Initially I planned to cover something else this month. I was going to tackle another big fantasy series, but after last month I didn’t want to do that. Then I was going to look at a Young Adult author, but I’ve just got hold of her latest book and want to wait until I’ve finished it. So instead this month’s spotlight is the author I’m currently reading, who I suspect many of you won’t have heard of.
Georgette Heyer (1902-1974) is one of the main reasons Regency romances exist, essentially, though she wrote across other genres as well. (In particular she’s written some mysteries set in the Roaring Twenties that I want to read once I’ve finally finished the Regencies, as well as various novels from much earlier in history.) Her Regency novels are pretty similar to Jane Austen, but 1) with a lot more detail and context, since Austen was writing for an audience who already knew the setting whereas Heyer had to explain it for her readers; worldbuilding! Very well done worldbuilding, too; Heyer was a real historian. And 2) straight up funnier.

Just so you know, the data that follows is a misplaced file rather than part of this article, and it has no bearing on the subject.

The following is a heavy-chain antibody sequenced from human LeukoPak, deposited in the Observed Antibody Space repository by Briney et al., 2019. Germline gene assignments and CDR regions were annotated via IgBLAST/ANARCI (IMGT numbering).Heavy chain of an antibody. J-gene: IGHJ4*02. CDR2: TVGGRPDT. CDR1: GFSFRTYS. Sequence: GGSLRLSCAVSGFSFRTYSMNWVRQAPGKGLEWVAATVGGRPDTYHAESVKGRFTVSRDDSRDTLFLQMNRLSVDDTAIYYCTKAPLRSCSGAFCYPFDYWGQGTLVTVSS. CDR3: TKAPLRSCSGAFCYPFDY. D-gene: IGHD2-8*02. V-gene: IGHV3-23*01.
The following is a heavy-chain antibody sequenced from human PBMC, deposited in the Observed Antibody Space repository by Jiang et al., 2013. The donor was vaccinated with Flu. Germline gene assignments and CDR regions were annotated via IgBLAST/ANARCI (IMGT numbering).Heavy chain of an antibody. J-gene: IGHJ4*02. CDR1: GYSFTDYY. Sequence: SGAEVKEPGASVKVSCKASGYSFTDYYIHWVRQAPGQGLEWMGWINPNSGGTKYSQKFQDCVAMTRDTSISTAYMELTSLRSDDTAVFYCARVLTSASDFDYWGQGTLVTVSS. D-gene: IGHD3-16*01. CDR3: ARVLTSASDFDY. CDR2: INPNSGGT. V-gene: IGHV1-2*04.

Because these books are funny. Not necessarily laugh-out-loud, the way Pratchett’s are, but – well, I’ve created a new tag; ‘books to make you smile’. I would say charming if that didn’t sound so patronising. They’re real feel-good books; her characters are warm and funny and often slightly absurd. And the romances are usually surprisingly healthy, remarkably so given the time they’re set in and the time they were written. Not always, but so far I’d say easily a 95% success rate as far as I’m concerned. There’s always an actual plot above and beyond the romance, ranging from the mundane to the surprisingly action-packed; it’s often easy to work out the end of the story, but usually not how it gets there.
These books make me happy to read them, it’s as simple as that. I owe my mother and my grandmother an apology, since they both separately recommended Heyer to me many years ago and I only recently finally got around to them. I doubt you’ll find physical copies very easily, but they’re all on Kindle and presumably other e-readers.
My grandmother always particularly recommended Arabella; my mother’s favourite was The Convenient Marriage. I thoroughly enjoyed both of them and would also urge you to look out for False Colours, The Unknown Ajax, Frederica, The Quiet Gentleman and The Nonesuch in particular. Though honestly, all of them have been wonderful (with the slight exception of the Alistair-Audley trilogy, since I didn’t particularly like the characters).
In other news, I am currently rejoicing that Cormoran Strike: Career of Evil is going to air this week and I don’t have to watch it. Also I’m sure nobody is surprised that the next HP post is going to be a while yet.